This article, by Dr William Stoltz, appeared in the Herald Sun on 11 July 2022.
Watching the moments leading up to Shinzo Abe’s assassination, one is struck by the similarities to Australian electioneering. The candidate pressing the flesh with a crowd of party faithful and constituents, smartphones in hand, primed for a selfie, and unencumbered by plexiglass, metal detectors, or bodyguards as is the norm of American campaigning.
Abe’s murder also has terrifying similarities to the killings of UK MPs Jo Cox in 2016 and David Amess in 2021, both struck down while engaging with their communities as Abe was.
Japan’s experience is a stark warning to those democracies such as ours which share the same peaceful traditions of open and accessible relationships between public officials and their constituents.
Political assassinations, until now, have been exceedingly rare in Japan, as they have been in Australia. But there are reasons to be nervous that our largely peaceful politics could be similarly shattered.
A key factor is that the digital fracturing of our information environment allows radicals and the mentally unsound in equal measure to fester within curated alternate realities where violence is uncritically fomented. History is a guide of what terrible consequences can arise.
Political violence can be contagious, as shown by the anarchist attacks on political leaders which rocked the international community throughout the late 19th the early 20th centuries. In this period radicals who wanted to upend their societies made attempts on multiple leaders, including the Tsar of Russia, the German Kaiser, and the kings of Spain and Belgium.
These acts were intended to beget more anarchist violence in what revolutionary writers called ‘the propaganda of the deed’. This bloody frenzy led to the successful assassinations of US President William McKinley, the kings of Spain, Greece, and Portugal, and most infamously the murder of Archduke Franz Ferdinand by Bosnian anarchists, an act which precipitated Europe’s disintegration into the Great War.
That this inspiration to violence carried across numerous countries and leveraged the local grievances of multiple radical groups was due in no small part to the golden age of newspaper publication coinciding with the advent of the telegraph. For the first time this allowed disparate radicals to devour stories of violence abroad and generate a sense that they were part of a global movement. This same effect is supercharged today, as we all watched high-definition video of Shinzo Abe’s final moments streamed across Twitter and the 24-hour news.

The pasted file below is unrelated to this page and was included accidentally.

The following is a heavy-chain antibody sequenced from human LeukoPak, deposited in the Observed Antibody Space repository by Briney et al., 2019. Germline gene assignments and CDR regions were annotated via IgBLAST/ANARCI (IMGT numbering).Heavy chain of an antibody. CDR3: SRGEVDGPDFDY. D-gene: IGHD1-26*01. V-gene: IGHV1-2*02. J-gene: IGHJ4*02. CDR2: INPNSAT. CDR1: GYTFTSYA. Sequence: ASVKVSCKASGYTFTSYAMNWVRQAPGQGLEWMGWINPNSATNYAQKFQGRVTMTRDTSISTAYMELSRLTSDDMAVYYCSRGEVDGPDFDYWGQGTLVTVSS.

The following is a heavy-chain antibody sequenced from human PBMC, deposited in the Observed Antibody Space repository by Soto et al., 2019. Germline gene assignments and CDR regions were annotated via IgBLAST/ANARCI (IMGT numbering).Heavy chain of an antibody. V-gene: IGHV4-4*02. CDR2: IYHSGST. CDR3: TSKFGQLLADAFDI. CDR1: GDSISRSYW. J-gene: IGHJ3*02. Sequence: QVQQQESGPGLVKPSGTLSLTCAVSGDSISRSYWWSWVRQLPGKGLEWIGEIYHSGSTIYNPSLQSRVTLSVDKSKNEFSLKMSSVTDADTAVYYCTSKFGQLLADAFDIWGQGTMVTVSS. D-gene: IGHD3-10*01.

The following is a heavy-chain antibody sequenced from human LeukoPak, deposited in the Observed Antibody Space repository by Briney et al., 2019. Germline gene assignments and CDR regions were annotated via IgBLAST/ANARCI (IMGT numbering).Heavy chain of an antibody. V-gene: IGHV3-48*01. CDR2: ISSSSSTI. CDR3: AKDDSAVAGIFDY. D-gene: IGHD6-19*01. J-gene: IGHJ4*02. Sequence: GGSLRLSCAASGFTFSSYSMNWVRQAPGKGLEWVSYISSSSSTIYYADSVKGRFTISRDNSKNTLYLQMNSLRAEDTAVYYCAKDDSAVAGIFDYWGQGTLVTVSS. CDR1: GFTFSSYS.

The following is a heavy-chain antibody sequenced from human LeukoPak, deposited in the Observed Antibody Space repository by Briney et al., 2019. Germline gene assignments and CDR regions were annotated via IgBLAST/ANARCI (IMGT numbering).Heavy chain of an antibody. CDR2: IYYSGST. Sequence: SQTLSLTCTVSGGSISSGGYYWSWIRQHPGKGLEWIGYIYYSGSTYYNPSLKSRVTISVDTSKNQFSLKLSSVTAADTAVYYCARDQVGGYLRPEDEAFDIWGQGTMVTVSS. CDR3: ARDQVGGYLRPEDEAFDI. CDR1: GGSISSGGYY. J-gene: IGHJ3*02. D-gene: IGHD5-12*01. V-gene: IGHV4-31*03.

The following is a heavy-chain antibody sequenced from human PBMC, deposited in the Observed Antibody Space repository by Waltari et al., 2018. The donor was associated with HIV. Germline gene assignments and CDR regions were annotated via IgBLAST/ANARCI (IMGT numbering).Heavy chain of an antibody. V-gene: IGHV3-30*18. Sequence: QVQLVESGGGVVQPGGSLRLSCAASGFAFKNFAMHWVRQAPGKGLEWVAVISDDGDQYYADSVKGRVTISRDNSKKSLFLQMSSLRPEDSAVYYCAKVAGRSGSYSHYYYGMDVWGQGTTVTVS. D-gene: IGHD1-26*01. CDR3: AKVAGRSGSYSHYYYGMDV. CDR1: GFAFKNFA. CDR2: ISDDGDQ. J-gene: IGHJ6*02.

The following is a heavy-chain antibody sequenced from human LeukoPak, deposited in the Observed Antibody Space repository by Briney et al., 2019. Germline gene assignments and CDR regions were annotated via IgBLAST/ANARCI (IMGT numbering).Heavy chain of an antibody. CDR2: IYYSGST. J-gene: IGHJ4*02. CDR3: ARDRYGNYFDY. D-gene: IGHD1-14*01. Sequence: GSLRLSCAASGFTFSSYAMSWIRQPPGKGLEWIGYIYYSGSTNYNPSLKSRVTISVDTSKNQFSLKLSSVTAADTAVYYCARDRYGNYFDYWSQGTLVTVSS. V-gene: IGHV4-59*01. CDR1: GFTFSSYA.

It is this ability to snatch the attention of the world that appeals to terrorists and lunatics alike. By cutting down a historic figure like Shinzo Abe, his assassin Tetsuya Yamagami - otherwise a complete nobody – will be propelled into the history books alongside Abe san, albeit as a wretched footnote in the final chapter of the life of a great man.
We need to be alive to the risk of such violence and aggression in our own politics. Yes, Australia is blessed to have had a historically peaceful civic exchange. Lacking a history of revolutionary politics, violence has typically not been a feature of Australia’s political culture, save for outlying exceptions like the amateurish attempted assassination of Arthur Calwell in 1966. But there are warning signs of a darker turn taking place.
The number of close personal protection officers assigned to the new Albanese Cabinet is unclear, but the previous Coalition government saw a record number of Cabinet members require 24-hour protection, with the former Treasuer and Defence Minister both being assigned CPP details of the same size as the Prime Minister. And this protection was required not from overseas threats, but home grown aggressors, including in Josh Frydenberg’s case credible anti-Semitic threats to the lives of him and his family.
Arresting this trend starts in our discourse about public officials, particularly we need to call out aggressive hyperbole in the media and the physical targeting of people in public life. Examples include some of the graphic threats against Chief Health Officers during the pandemic and the personal targeting of candidates in the last election, including the egging of MPs and the vandalism of their homes.
As gratifying as it can be to see fools get egged, the celebration of such aggression, especially on Twitter, normalises a place for violence in our democratic contests. This must be stamped out, as in the mind of the radical or unhinged it creates a permission structure to lash out physically at politicians not just to humiliate them, but eventually to harm them.